You can send the radio to us using the regular Mail In Programming Order Form and have us do the update for you. We can do the updates with or without the programming services.

If you cannot send the radio to us for the updates you can get them directly from If you live outside the USA or Canada however then Uniden cannot process your credit card for payment. We can!

The first thing you MUST do is to update the firmware to the latest version. On each radio except the 996 and 325P2 it is done thru Sentinel. For users of the 325 and 996P2 you download it from Uniden’s website and run the updater.

After you update the firmware call us and provide the below information and we will then email you with the one-time code to unlock the feature set on your radio.

Model (HomePatrol 1, Home Patrol 2, BCD436HP, BCD536HP, BCD325P2, BCD996P2)

Electronic Serial Number (Not the one on the label!)

HP1, HP2: Press Menu>Advanced, scroll down then press Version Information

All others: Press Menu>Settings>See Scanner Info> Firmware Version

Sum Code (HP1 and HP2 it is the 3 digits right of the dash after the ESN)

Of course will need your email address to send you the code as well as the proper billing address and credit card information.

Once you get the code from us go to the Update menu on the radio and enter it via the keypad. Once the code is entered it remains on the radio forever, you cannot erase it or transfer it to another radio. On the 325, 996, 436 and 536 scanners you can have either or both of the DMR and ProVoice updates. The HP1 and HP2 only support the Ultimate Update.

If you have questions on these updates you can call our scanner experts at 1-800-SCANNER.

Windows 10 and Scanners

Many people have recently been upgraded to Windows 10, whether they like it or not. For most people it seems to work fine, it just looks different. Most scanner software, such as ARC products, Sentinel and EZ-Scan works just fine in Windows 10 but might take a few steps to get it to work. Here are a few steps to make your transition a little easier:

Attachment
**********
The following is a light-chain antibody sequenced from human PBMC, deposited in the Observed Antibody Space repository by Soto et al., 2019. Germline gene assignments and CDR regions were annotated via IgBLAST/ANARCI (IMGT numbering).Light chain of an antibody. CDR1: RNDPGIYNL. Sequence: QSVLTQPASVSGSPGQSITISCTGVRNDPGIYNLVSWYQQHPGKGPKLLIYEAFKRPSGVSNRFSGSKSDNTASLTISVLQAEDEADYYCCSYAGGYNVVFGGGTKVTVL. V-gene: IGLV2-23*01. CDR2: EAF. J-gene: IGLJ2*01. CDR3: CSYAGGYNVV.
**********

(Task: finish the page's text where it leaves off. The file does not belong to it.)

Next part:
1)         Update the cable.

If you have a Uniden XT series scanner and use the USB-1 cable make sure you have the newer version. There are 2 versions of the USB-1 cable. The older version will not work in Windows 10 (or Windows 8 for that matter). The ones we sell now work just fine in all versions of Windows. If your cable worked in Windows XP or 7 and no longer works in Windows 10 then it probably needs to be replaced by a newer version. You can also try a USB-Serial adapter and the Serial Port cable that came with your scanner.

Most RadioShack, GRE and Whistler orange, blue and black USB scanner cables seem to work fine in Windows 10. If your scanner (Uniden, GRE or Whistler) has a “Mini-USB port on the front or side of the radio that looks like a little trapezoid then a standard USB device cable will work.

2)         Update the driver.

Some cables and scanners require drivers. These are small files that tell the computer how to relate to and communicate with the radio. Check the ScannerMaster page for the cable or radio that you have for links to the current drivers. Most of the time it is better to install the driver first, then plug in the cable or device. Make sure that you install the driver for your operating system. If Windows 10 isn’t listed then use the Windows 8 driver, chances are it will work fine.

3)         Update the program.

Sometimes the application itself needs to be updated for Windows 10. Just like drivers however, if it worked in Windows 7 or 8 it should work in 10.

4)         If all else fails reinstall the program.

Sometimes after you upgrade to Windows 10 you will still not get the radio and program to communicate. We have found that many times, especially with ARC products, simple uninstalling the program and reinstalling it will fix your connection issues. Make sure you are updating to the latest version of the program. You can download the latest versions at the program’s website. Your activation keys will still work with newer versions of the same program.

As with any program, your results may vary. The above steps will fix a majority of the issues with scanner programs, they have fixed every issue I have had. Depending on the computer hardware, software, operating system and a host of other factors you may have an issue that just doesn’t want to work even after doing all this. If you still get stuck then you may need to contact the software’s support department.

When bad things happen to good scanners: Heap Errors

On certain Radio Shack, GRE and Whistler scanners, specifically the ones using Object Oriented programming, one can be beset with an error message that reads “Heap Error” along with some seemingly random text.

These are caused when the radio doesn’t know how to deal with an Object programmed into the memory, usually a Talkgroup (TGRP) not assigned to a  Trunked System (TSYS).